The building of churches using colossal virgin trees, mortar, brick and coral stone was a significant undertaking. The hauling of trees alone was often accomplished by a team of over 100 carabaos dragging them at great distances to the building site.
This exhibit has its origin in 1990, after the destruction of several heritage churches by an earthquake. Rafael Ortigas Jr., founder of the Ortigas Foundation, embarked on the documentation of stone churches still standing in the Philippines.
The Ortigas Library Foundation now possesses the most extensive documentation of the remaining churches, which several years ago became the basis for its first published imprint, “La Casa de Dios.” The research and preparation for this exhibit was formidable, but aided considerably by the foundation’s library collection of over 20,000 volumes of books, prints, maps, rare photos.
With early drawings, prints and contemporary photographs, guests may marvel at the less than 400 churches remaining and their peculiar architecture adapted for the tropics, built by an assemblage of friars and artisans that came from Europe, the Americas and China. Unknown native skilled workers managed to insert indigenous architectural details here and there.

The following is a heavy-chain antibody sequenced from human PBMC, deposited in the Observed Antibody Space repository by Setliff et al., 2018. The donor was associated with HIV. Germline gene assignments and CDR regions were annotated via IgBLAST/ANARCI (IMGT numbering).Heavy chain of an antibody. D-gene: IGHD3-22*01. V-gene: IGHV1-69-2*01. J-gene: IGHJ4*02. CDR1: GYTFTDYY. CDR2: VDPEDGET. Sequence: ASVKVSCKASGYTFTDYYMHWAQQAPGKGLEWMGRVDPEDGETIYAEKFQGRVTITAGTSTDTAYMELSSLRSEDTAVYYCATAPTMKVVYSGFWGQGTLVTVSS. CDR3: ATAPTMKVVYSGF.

Five churches—Miagao in Iloilo; Tumauini in Isabela province; Baclayon in Bohol; Paoay in Ilocos Norte; and the Basilica of the Sto. Niño in Cebu—are visually highlighted as examples of distinctive Filipino church architecture.
Churches in Philippine history
Philippine churches have had significant involvement in Philippine history. Early churches in Bohol with formidable stone watchtowers protected villages from marauding pirates and slave traders.
Aside from the daily devotionals, churches were important gatherings for Holy Week, Christmas and other holy days, giving the colony a recurring pattern of commemorations throughout the year which bound once disparate tribal peoples to a nascent national consciousness.
During the revolution against Spain, some churches were burned and damaged, the object of wrath of Filipinos who identified the friar community and its vast landholdings as the root of their continued oppression and poverty.
In the Philippine Revolution against Spain and, later, the Spanish-American War, churches were used as refuge or, in the case of the Manila Cathedral, a prison for incarcerated Spanish soldiers.